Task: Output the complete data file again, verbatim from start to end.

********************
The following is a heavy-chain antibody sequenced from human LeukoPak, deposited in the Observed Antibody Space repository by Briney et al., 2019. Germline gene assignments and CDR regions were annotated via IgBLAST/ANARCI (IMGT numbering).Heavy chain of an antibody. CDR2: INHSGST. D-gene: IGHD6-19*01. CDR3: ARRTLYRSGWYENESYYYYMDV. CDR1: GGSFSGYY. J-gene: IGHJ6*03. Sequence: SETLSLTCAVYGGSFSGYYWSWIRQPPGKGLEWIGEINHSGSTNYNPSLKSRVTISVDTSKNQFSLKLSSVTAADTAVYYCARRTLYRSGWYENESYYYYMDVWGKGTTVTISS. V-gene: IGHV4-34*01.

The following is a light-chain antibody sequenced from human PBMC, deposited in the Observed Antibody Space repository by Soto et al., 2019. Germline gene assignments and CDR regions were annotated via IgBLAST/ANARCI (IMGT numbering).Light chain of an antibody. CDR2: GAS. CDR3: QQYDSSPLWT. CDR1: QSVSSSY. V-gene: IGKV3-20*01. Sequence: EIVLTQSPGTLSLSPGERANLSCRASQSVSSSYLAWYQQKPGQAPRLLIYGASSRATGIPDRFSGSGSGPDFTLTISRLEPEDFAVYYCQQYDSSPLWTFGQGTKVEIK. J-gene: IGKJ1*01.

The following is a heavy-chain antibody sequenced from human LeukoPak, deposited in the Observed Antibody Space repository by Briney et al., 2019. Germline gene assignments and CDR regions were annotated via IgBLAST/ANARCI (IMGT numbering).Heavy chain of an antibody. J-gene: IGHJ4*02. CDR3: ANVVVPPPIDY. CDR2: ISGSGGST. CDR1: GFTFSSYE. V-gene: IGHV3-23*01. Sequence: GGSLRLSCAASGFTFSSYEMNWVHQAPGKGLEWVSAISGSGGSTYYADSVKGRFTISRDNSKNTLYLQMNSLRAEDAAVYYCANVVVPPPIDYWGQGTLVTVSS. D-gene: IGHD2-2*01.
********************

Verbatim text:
The following is a heavy-chain antibody sequenced from human LeukoPak, deposited in the Observed Antibody Space repository by Briney et al., 2019. Germline gene assignments and CDR regions were annotated via IgBLAST/ANARCI (IMGT numbering).Heavy chain of an antibody. CDR2: INHSGST. D-gene: IGHD6-19*01. CDR3: ARRTLYRSGWYENESYYYYMDV. CDR1: GGSFSGYY. J-gene: IGHJ6*03. Sequence: SETLSLTCAVYGGSFSGYYWSWIRQPPGKGLEWIGEINHSGSTNYNPSLKSRVTISVDTSKNQFSLKLSSVTAADTAVYYCARRTLYRSGWYENESYYYYMDVWGKGTTVTISS. V-gene: IGHV4-34*01.

The following is a light-chain antibody sequenced from human PBMC, deposited in the Observed Antibody Space repository by Soto et al., 2019. Germline gene assignments and CDR regions were annotated via IgBLAST/ANARCI (IMGT numbering).Light chain of an antibody. CDR2: GAS. CDR3: QQYDSSPLWT. CDR1: QSVSSSY. V-gene: IGKV3-20*01. Sequence: EIVLTQSPGTLSLSPGERANLSCRASQSVSSSYLAWYQQKPGQAPRLLIYGASSRATGIPDRFSGSGSGPDFTLTISRLEPEDFAVYYCQQYDSSPLWTFGQGTKVEIK. J-gene: IGKJ1*01.

The following is a heavy-chain antibody sequenced from human LeukoPak, deposited in the Observed Antibody Space repository by Briney et al., 2019. Germline gene assignments and CDR regions were annotated via IgBLAST/ANARCI (IMGT numbering).Heavy chain of an antibody. J-gene: IGHJ4*02. CDR3: ANVVVPPPIDY. CDR2: ISGSGGST. CDR1: GFTFSSYE. V-gene: IGHV3-23*01. Sequence: GGSLRLSCAASGFTFSSYEMNWVHQAPGKGLEWVSAISGSGGSTYYADSVKGRFTISRDNSKNTLYLQMNSLRAEDAAVYYCANVVVPPPIDYWGQGTLVTVSS. D-gene: IGHD2-2*01.